Question: There seem to be three known formats for fonts. TrueType, OpenType and PostScript. If I need to use or buy any, which should I pick?
Answer: There is nothing simple in the wonderful world of fonts. All of it is very complex, but let’s try to sum things up.
A great font has to look nice on a computer monitor, and reflect its printed equivalent well. It has to be smooth enough on-screen, but sharp enough on paper. The problem is that the two media use different technologies. The strength of a font is to make those separate technologies work together flawlessly.
PostScript fonts have been a very popular format for graphic designers, especially on Mac with laser printers. PS fonts were developed by Adobe. Their files have two parts: the printer font and the screen font. The print version usually is flawless on paper. The screen part can have its shortcomings.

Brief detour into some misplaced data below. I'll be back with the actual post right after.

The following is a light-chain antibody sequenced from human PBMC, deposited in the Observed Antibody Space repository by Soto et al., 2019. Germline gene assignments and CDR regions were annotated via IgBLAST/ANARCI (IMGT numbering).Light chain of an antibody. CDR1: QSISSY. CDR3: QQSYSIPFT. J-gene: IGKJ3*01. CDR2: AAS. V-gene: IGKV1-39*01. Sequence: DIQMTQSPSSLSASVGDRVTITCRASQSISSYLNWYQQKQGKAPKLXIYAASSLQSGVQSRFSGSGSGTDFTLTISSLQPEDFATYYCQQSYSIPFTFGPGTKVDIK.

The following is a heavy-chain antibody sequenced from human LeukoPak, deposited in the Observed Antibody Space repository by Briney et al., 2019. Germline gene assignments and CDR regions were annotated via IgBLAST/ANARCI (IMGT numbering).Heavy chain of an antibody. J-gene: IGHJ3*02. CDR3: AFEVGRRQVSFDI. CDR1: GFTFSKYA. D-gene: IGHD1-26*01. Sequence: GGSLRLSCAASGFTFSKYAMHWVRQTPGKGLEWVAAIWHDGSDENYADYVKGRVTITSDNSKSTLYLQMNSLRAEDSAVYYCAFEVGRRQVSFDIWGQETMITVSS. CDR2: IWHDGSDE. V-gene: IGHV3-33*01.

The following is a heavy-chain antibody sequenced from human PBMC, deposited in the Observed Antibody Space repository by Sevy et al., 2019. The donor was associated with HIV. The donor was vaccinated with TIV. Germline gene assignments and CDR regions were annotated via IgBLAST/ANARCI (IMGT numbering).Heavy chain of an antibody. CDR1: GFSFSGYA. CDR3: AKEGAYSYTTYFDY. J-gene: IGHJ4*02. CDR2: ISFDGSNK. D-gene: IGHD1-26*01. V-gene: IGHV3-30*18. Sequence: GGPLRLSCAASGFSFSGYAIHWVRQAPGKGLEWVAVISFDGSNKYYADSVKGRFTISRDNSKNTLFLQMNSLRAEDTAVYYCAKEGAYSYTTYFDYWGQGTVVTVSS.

TrueType fonts were invented by Apple in the late 1980′s, and released in 1991 with a new version of the Mac OS. They combine the screen and printer font in a single file. Classics such as Times Roman, Helvetica and Courier were pioneers of that cross-platform format.
TrueType gives a high level of control to its creator for proper display on the screen. Normally, they look nice on your end.
OpenType fonts put a wrapper around the screen and printer font, making them look like a single file. They work very well in all situations. The format is very much cross-platform for the Mac and Windows. It is a registered trademark of Microsoft, developed with Adobe.
Which should you use and buy? Adobe says that OpenType “improves cross-platform portability, rich linguistic support, powerful typographic capabilities and simplified font management requirements”.
This says a lot from the company that created PostScript and could try to stick by it. It also recoups what we hear from a lot of Macintosh and Windows users who do design for a living.
So, should you make a choice between formats, go for OpenType.